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Let's say I'm going to build a very large 1PB zpool. I'll have a head unit with the HBAs inside of it (maybe 4 port LSI SAS cards) and I will have perhaps 7 45-drive JBODs attached to the head unit.

The basic way to do this with raidz3 would be create 21 different 15-drive raidz3 vdevs (3 15-drive vdevs for each of the 7 JBODs) and just make a pool out of all 21 of these raidz3 vdevs.

This would work just fine.

The problem here is that if you lose a single vdev for any reason, you lose the entire pool. Which means that you absolutely can never lose an entire JBOD, since that's 3 vdevs lost. BUT, in a mailing list thread, someone cryptically alluded to a way of organizing the disks so that you could indeed lose an entire JBOD. They said:

"Using a Dell R720 head unit, plus a bunch of Dell MD1200 JBODs dual pathed to a couple of LSI SAS switches ... We did triple parity and our vdev membership is set up such that we can lose up to three JBODs and still be functional (one vdev member disk per JBOD)."

... and I am not quite sure what they're saying here. I think what they are saying is that instead of having a vdev be (all contiguous 15 (or 12, or whatever) disks on one HBA), you actually have the parity drives for the vdev split into other JBODs, such that you could lose any jbod and you still have N-3 drives elsewhere to cover that vdev...

Or something...

Two questions:

  1. Does anyone know what the recipe for this looks like

  2. Is it complex enough that you really do need a SAS switch, and I couldn't just set it up with complex HBA<-->JBD cabling ?


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Ooooh :) Can you tell us what OS you'll be using? –  ewwhite Jul 14 at 23:33
Also... personally, I wouldn't do this... at least not without the blessing of a VAR or ZFS storage expert. Can you elaborate on the hardware you're planning to use, the usable disk space you require, the purpose/application of the pool and your expected performance profile? –  ewwhite Jul 14 at 23:36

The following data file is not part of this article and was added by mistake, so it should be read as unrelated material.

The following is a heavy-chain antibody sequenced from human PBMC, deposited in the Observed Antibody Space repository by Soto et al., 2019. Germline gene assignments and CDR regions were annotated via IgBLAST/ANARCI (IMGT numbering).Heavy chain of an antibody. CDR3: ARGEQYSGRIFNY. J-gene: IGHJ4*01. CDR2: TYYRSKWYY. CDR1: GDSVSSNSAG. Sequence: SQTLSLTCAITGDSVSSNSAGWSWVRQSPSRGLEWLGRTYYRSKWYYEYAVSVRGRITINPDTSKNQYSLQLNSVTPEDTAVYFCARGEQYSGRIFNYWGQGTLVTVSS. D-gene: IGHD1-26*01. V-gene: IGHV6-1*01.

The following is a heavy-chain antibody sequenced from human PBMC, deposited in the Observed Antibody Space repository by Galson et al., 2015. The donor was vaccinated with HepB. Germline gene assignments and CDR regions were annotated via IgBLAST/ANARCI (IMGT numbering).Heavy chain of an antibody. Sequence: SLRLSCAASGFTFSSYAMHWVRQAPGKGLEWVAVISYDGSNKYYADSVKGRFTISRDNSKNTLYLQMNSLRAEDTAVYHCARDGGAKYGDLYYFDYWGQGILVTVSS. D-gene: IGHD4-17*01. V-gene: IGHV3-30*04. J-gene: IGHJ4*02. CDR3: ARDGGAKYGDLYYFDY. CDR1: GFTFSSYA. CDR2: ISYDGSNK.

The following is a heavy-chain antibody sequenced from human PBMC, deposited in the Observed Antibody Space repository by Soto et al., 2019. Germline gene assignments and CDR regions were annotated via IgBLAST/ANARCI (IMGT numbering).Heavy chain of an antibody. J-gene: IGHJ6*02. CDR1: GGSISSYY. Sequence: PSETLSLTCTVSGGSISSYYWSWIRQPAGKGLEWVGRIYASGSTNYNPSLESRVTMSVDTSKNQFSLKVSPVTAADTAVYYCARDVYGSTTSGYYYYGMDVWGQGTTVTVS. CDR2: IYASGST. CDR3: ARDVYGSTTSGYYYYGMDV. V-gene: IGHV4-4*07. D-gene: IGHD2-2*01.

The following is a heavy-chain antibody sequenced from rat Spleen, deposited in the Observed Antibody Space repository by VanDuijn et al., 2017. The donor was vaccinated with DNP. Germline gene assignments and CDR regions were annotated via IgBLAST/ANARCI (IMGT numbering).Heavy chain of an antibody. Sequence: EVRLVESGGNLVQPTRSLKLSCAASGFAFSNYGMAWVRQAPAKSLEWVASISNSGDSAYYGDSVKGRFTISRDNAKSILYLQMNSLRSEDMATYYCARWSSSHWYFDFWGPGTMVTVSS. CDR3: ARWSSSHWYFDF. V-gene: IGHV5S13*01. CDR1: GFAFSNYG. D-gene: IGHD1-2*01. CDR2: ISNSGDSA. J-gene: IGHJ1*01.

1 Answer 1

The explanation for the JBOD resiliency you read about on the mailing list is probably something like a set of RAIDZ3 vdevs and enclosures... Say 8 disks per RAIDZ3 (5+3), and 5 (or 8?) enclosures, such that the vdevs were comprised of a single disk from each enclosure.

But for realz, I would not do 1PB of storage without some degree of high-availabilty...

Here are a couple of reference designs for a proper HA cluster with dual HBAs per head-node and redundant, cascaded SAS cabling. If I were designing this, I would plan on ZFS mirror deployment instead of RAIDZ(1/2/3).

I find the limitations of RAIDZ arrays to be a deal breaker in most production situations; lack of expandability, poor performance, complicated planning and more difficult fault recovery.

I'd be using ZFS mirrors and the largest enclosures possible (e.g. 60-disk or 70-disk units), SAS disks and avoid Supermicro equipment ;)

Beyond that, quality JBOD units are very resilient in that they have internal redundancies, dual-path backplanes and midplane assemblies that typically don't fail. Most components are hot-swappable. I'd be less concerned about the enclosures and more about cabling, controller and pool design.

If you must use RAIDZ(1/2/3), configure as needed and keep spare disks in each JBOD. Configure them as global spares as well.

Dual node: enter image description here

Single node: enter image description here

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